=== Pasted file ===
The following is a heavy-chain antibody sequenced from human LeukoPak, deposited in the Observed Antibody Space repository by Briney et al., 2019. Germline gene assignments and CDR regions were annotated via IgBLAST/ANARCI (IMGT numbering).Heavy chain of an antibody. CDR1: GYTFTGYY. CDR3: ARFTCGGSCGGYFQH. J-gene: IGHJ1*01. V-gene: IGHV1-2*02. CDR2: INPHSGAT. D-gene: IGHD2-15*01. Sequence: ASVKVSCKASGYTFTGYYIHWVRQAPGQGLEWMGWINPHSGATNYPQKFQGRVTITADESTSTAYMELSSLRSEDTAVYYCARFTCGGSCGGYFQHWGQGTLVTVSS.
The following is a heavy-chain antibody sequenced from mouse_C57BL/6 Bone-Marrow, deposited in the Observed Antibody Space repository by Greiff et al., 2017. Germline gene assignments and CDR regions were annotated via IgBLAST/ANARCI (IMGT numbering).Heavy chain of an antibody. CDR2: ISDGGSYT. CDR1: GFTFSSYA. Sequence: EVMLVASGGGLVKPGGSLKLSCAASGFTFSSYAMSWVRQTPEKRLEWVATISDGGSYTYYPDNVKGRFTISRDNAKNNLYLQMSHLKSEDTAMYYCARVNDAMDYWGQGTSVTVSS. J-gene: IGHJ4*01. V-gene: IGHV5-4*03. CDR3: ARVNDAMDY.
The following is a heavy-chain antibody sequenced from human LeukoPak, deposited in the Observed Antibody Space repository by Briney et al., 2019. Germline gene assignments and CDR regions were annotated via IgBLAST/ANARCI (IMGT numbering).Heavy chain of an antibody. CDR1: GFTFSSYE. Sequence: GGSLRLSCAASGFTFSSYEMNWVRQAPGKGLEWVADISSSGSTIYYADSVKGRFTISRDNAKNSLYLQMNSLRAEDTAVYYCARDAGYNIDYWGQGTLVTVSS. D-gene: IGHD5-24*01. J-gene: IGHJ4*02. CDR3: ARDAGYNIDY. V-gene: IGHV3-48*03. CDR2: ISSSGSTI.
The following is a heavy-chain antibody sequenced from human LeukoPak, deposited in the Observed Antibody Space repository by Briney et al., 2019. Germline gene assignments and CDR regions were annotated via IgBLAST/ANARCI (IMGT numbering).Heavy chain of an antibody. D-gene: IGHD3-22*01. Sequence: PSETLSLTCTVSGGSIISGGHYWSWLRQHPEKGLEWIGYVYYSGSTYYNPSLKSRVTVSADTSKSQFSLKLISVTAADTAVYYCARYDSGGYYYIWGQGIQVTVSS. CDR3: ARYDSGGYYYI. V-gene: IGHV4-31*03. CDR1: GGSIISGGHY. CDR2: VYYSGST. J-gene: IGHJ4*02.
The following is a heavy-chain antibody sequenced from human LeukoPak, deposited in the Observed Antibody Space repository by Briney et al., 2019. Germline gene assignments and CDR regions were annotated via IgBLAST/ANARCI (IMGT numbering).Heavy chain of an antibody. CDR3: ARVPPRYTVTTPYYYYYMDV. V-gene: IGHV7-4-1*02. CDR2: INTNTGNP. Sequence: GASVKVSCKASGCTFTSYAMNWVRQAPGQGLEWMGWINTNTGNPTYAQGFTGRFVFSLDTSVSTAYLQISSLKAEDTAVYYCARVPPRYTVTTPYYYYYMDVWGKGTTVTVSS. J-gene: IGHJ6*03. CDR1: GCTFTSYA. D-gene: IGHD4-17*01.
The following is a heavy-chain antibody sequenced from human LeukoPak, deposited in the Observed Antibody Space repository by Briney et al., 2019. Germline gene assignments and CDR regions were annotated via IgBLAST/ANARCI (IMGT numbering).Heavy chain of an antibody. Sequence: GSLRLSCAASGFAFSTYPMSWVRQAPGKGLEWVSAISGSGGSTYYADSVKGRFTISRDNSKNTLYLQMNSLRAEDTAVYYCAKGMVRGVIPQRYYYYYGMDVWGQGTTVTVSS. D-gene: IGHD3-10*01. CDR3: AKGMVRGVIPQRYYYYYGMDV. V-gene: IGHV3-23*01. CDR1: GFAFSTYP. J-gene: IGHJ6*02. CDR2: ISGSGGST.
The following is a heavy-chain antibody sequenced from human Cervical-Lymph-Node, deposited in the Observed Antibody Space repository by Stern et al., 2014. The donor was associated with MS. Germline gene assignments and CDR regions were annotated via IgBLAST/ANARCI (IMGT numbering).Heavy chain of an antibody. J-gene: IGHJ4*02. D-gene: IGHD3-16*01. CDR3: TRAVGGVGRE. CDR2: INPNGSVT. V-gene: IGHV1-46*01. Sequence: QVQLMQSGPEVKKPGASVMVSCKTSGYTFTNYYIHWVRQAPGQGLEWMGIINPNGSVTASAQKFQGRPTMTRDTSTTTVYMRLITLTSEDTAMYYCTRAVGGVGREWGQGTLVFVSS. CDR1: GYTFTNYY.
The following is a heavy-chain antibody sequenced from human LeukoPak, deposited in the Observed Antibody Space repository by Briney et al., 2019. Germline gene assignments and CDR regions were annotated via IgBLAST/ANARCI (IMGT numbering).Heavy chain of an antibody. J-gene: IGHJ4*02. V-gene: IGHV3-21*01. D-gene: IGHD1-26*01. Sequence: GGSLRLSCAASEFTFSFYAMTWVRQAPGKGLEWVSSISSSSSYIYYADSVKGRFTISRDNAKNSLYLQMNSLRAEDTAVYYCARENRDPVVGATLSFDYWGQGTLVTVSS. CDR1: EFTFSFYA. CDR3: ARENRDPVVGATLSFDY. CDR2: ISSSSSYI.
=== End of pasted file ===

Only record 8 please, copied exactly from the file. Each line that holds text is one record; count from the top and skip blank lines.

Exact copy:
The following is a heavy-chain antibody sequenced from human LeukoPak, deposited in the Observed Antibody Space repository by Briney et al., 2019. Germline gene assignments and CDR regions were annotated via IgBLAST/ANARCI (IMGT numbering).Heavy chain of an antibody. J-gene: IGHJ4*02. V-gene: IGHV3-21*01. D-gene: IGHD1-26*01. Sequence: GGSLRLSCAASEFTFSFYAMTWVRQAPGKGLEWVSSISSSSSYIYYADSVKGRFTISRDNAKNSLYLQMNSLRAEDTAVYYCARENRDPVVGATLSFDYWGQGTLVTVSS. CDR1: EFTFSFYA. CDR3: ARENRDPVVGATLSFDY. CDR2: ISSSSSYI.